I first met Michael when he came to an SCU summer program in Chicago. Since then I've spent time with him at WPPI and ShutterFest. Michael's a perpetual student, doing everything he can to perfect his craft and raise the bar on his shooting skills.
When he first sent this guest post to me, I honestly thought it was too harsh to run, but the more I thought about it the more on point it is. Sadly, the people who need to read this most, don't follow many blogs, let alone spend time thinking about how to raise the bar on their skill set.
Being passionate about photography isn't enough by itself. You've got to be willing to invest the time in your education. That doesn't mean there won't be times when you might be in over your head on a particular assignment, but if you've worked hard to build a good network, then you should have access to a wide variety of resources so your clients are never at risk of mediocrity!
Looking to check out Mike's work and see if he can walk the talk? Check out his site and follow him on Twitter and Facebook.
The photographer I selected did not have any posts on his blog where he discusses which coffee he had that morning or a recap of running around after his kids that day. He did not have an excess of images on his site nor did he have too many galleries. The two wedding and portrait galleries he did have, kept me on his site for much longer than other sites featuring half a dozen or more galleries.
He didn’t have a page loaded with his awards and there was no annoying music with a nearly invisible ‘stop’ button. In fact, pretty much the only thing his site had was unique, interesting and consistent images. The images were real clients and real shoots. This was all my fiancé Ruth and I needed to book him as our photographer.
It was this one experience of becoming a client myself that I realized some of the key challenges in the photo industry...
From the dozens of sites I visited in my search, I could see photographers who put together a price list from that of another professional photographer. There was no shortage of gorgeous images from different studios that looked the same or similar, which often turned out to be from a workshop. Subjects in one photographer’s portfolio would magically appear in someone else’s.
Clear as day was the difference in the images which the photographer did on their own versus images which were obviously done either in some sort of workshop or guided by someone else. I would see a capture of a stunning bride and groom bursting out of a scene with a magical and perfect level of editing, then quickly followed by a poorly composed photo of a wedding cake which looked like drunk Uncle Harry might have captured. No consistency, skill or hint of artistic ability whatsoever in portfolio after portfolio.
This was my first glimpse of how we, the portrait and wedding photographers appear to the outside world and it was somewhat of a sad sight. Some portfolios were so awful they provided a comic relief for us as we would literally sit and laugh with actual tears in our eyes as to how it would ever end up online in the first place! Oh look, the veil is magically floating (being held) up in the air in what appears to be a church that must be very drafty. That’s the signature image I want hanging on my wall at home…my wife gazing at her bouquet while her maid of honor holds the veil just out of frame.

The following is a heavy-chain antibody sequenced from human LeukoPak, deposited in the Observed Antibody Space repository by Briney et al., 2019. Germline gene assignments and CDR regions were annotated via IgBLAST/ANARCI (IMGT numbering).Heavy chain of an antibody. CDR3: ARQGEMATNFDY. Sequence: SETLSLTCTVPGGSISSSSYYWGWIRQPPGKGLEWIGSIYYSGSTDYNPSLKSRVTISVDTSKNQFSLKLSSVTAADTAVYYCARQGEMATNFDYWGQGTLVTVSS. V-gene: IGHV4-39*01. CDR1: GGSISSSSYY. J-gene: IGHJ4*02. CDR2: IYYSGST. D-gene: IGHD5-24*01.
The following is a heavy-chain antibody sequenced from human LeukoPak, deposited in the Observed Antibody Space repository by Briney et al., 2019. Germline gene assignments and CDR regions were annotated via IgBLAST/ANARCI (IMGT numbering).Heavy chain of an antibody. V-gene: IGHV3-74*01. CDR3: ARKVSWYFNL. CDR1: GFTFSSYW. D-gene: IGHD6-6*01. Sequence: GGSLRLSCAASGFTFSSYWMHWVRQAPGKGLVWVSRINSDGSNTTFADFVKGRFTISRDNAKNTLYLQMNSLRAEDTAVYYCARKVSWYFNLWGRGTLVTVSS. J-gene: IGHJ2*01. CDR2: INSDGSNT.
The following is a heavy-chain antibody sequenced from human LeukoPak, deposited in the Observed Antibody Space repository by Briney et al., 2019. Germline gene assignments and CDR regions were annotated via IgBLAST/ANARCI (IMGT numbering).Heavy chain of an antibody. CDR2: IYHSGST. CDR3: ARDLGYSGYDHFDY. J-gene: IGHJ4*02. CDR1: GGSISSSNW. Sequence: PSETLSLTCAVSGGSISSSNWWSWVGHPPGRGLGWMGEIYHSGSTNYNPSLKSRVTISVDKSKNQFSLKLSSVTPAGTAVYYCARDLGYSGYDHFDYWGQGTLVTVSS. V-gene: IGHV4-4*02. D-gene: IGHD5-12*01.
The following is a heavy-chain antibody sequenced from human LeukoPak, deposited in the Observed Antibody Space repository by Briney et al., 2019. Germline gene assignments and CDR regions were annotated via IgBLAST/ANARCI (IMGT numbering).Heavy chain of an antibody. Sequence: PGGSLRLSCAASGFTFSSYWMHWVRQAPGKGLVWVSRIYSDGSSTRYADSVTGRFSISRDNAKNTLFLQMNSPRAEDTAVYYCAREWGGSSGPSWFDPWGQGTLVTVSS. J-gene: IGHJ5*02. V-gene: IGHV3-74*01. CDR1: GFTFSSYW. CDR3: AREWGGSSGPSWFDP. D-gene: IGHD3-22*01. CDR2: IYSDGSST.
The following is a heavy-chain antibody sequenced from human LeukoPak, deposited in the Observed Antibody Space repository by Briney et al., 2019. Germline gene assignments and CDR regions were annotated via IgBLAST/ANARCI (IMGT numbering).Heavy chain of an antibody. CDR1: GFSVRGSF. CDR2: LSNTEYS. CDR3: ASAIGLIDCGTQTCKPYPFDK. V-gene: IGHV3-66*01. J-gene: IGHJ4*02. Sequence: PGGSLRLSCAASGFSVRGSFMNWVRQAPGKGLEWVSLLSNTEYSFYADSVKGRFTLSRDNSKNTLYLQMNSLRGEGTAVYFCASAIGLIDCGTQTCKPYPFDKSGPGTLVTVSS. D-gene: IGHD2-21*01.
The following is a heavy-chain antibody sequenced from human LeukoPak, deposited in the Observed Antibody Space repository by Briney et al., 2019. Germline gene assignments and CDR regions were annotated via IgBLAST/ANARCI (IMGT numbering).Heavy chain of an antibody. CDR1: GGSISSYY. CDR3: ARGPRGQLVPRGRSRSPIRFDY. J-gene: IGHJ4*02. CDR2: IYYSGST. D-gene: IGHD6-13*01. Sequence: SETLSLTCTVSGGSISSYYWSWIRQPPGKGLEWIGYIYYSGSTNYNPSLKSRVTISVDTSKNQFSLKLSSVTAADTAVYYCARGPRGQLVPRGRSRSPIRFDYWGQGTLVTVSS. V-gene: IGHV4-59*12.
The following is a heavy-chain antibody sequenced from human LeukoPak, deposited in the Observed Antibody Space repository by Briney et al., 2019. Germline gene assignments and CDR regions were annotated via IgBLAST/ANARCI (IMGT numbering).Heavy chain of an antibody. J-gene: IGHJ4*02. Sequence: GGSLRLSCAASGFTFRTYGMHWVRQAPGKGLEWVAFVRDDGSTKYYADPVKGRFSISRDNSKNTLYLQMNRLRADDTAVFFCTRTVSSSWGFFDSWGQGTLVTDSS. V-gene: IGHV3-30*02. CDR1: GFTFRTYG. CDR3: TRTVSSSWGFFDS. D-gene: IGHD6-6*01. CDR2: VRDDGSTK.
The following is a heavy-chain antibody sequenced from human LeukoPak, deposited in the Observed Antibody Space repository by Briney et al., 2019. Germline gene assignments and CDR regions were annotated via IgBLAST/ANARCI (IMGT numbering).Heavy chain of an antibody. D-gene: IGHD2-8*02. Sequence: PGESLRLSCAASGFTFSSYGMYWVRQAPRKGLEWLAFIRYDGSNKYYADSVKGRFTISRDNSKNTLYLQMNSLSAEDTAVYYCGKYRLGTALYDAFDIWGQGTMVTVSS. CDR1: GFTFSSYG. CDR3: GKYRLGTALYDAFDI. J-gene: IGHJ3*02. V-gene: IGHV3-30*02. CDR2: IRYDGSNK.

So let me ask the following question. “How dare you?” How dare you, the photographer with that shiny new camera and no experience attempt to scam me? That’s right, I said scam. You’re not just trying to scam me out of my money which can be replaced, but you are going to scam me and my family out of our memories with your lack of ability.
What you show is not what you can deliver. You know it, but unfortunately not all brides and grooms know it and end up devastated. What would you do if you got on an airplane and shortly after takeoff found out that the pilot didn’t have a whole lot of experience, but had a passion and an “eye” for flying airplanes? Assuming you made it back, would you ever fly that airline again? Would you take legal action? Would you do everything in your power to spread the word to everyone in your community to never deal with that company again? Just as a pilot needs a tremendous amount of training in a simulator, perhaps the same should go for a gatekeeper of memories.
That was mean wasn’t it? But a little tough love up front to get a new photographer on the right track is better than dealing with a devastated bride and groom later, who saw a few images you made in a workshop or outsourced to a professional editing company, but got images that were nothing like what they saw originally.
If you have been photographing for less than a couple of years, relax. Get some education, carry around a few bags and possibly clean some studio toilets to earn your way into the industry. Point your lens at test family and friend subjects that pay you with honest feedback, gratitude or lunch just as an intern would be paid. Learn and follow the rules for an extended period of time before breaking them.
It’s tempting to go to a workshop or two and then declare you’re in business, but that’s like watching the Indy 500 and saying “well I have a car so I can do it too!!” Slowing down and taking the educational route will not only allow you to learn at a faster pace, but to also enter the market at a higher quality point. Pause, listen, observe, learn and repeat this process many times before even thinking of pointing a lens at someone as a professional.